One of the theories on the pathogenesis of DH is that capillary disruption occurs due to the predispositions to reactive gliosis, such as a maximum tractional force at the RNFL defect margin, the absence of an internal limiting membrane, and loose connective tissue support at the surface of the RNFL [2]. In these patients, retinoschisis occurs as part of the RNFL defect before DH occurs, and we can infer that retinoschisis may develop with these anatomical predispositions. A recent study showed that OCT signs of retinal glia (Müller) cell involvement could be associated with the pathogenesis of glaucoma-associated peripapillary retinoschisis [6]. Biomechanical forces on the optic nerve head are likely contributors to the development of peripapillary retinoschisis in glaucoma through the activation of mechanosensitive glia. Activated glial cells play an important role in the progression of glaucoma [7, 9, 10]. The progressive glaucomatous damage accompanying such glial dysfunction may induce peripapillary retinoschisis as an epiphenomenon of glaucoma progression [7]. From the perspective of this gliosis, DH and peripapillary retinoschisis may play similar roles in glaucoma.

Only one case does not provide sufficient information to provide a definitive explanation for the causal relationship between peripapillary retinoschisis and DH. As we did not continuously observe the changes in retinoschisis during the two follow-up visits, it is difficult to conclude that DH has a direct causal relationship with peripapillary retinoschisis. The case of DH following peripapillary retinoschisis in the same glaucomatous eye may demonstrate the possible pathophysiology and the relationship between these two phenomena in glaucoma.

Availability of data and materials

The datasets used and/or analysed during the current study are available from the corresponding author on reasonable request.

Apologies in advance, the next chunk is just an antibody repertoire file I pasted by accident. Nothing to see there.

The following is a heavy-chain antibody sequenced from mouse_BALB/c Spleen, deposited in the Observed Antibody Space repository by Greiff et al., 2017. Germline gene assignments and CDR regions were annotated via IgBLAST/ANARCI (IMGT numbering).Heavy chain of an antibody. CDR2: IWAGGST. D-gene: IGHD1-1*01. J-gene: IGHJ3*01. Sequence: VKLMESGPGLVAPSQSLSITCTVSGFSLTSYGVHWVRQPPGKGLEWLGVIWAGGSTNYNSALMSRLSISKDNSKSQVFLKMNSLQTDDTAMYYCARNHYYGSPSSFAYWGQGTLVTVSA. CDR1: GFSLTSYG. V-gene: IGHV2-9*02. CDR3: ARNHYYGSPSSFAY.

Abbreviations

RNFL:

Retinal nerve fiber layer

DH:

Disc hemorrhage

LC:

Lamina cribrosa

IOP:

Intraocular pressure

OCT:

Optical coherence tomography

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Acknowledgements

Not applicable.

Funding

This research was supported by the Bio & Medical Technology Development Program of the National Research Foundation (NRF) and funded by the Korean government (MSIT) (No. NRF-2019M3E5D1A01069352, to WJL) and (NRF-2019R1A2C1011676, to MS). The role of the funding was in the collection and analysis of data and in writing the manuscript.

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Contributions

Conception and design: WJL and MS; Data collection: WJL and MS; Analysis and interpretation: WJL and MS; writing the article: WJL and MS; Critical revision of the article: WJL and MS; final approval of the article: WJL and MS. All authors have read and approved the manuscript.

Corresponding author

Correspondence to Mincheol Seong.

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The local ethics committee ruled that no formal ethics approval was required in this case report.

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Written informed consent for publication of potentially identifying information and clinical images was obtained from the patient. The copy of written consent to publish is available for the journal.

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The authors declare that they have no competing interests.

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Lee, W.J., Seong, M. Disc hemorrhage following peripapillary retinoschisis in glaucoma: a case report. BMC Ophthalmol 21, 253 (2021). https://doi.org/10.1186/s12886-021-02010-5

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Keywords

  • Glaucoma
  • Peripapillary retinoschisis
  • Disc hemorrhage